The major aim of this study was to investigate whether maternal risk factors associated withsocioeconomic status and small for gestational age (SGA) might be viable targets of interventions to reducedifferential risk of SGA by socioeconomic status (socioeconomic SGA inequality) in the metropolitan area ofVancouver, Canada.

Methods:

This study included 59,039 live, singleton births in the Vancouver Census Metropolitan Area (Vancouver)from January 1, 2006 to September 17, 2009. To identify an indicator of socioeconomic SGA inequality, we usedhierarchical logistic regression to model SGA by area-level variables from the Canadian census. We then modelledSGA by area-level average income plus established maternal risk factors for SGA and calculated populationattributable SGA risk percentages (PAR%) for each variable. Associations of maternal risk factors for SGA withaverage income were investigated to identify those that might contribute to SGA inequality. Finally, we estimatedcrude reductions in the percentage and absolute differences in SGA risks between highest and lowest averageincome quintiles that would result if interventions on maternal risk factors successfully equalized them acrossincome levels or eliminated them altogether.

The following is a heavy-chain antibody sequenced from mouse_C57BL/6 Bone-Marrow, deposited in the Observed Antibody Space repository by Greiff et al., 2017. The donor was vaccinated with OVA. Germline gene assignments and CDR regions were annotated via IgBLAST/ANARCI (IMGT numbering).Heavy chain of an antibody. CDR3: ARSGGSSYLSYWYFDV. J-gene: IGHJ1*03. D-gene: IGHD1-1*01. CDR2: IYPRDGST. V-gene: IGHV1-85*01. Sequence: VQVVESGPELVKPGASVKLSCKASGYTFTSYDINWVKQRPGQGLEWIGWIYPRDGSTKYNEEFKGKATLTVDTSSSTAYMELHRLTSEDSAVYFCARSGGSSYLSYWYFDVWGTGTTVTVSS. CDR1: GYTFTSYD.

Results:

Average income produced the most linear and statistically significant indicator of socioeconomic SGAinequality with 8.9% prevalence of SGA in the lowest income quintile compared to 5.6% in the highest. Theadjusted PAR% of SGA for variables were: bottom four quintiles of height (51%), first birth (32%), bottom fourquintiles of average income (14%), oligohydramnios (7%), underweight or hypertension, (6% each), smoking (3%)and placental disorder (1%). Shorter height, underweight and smoking during pregnancy had higher prevalence inlower income groups. Crude models assuming equalization of risk factors across income levels or eliminationaltogether indicated little potential change in relative socioeconomic SGA inequality and reduction in absolute SGAinequality for shorter height only.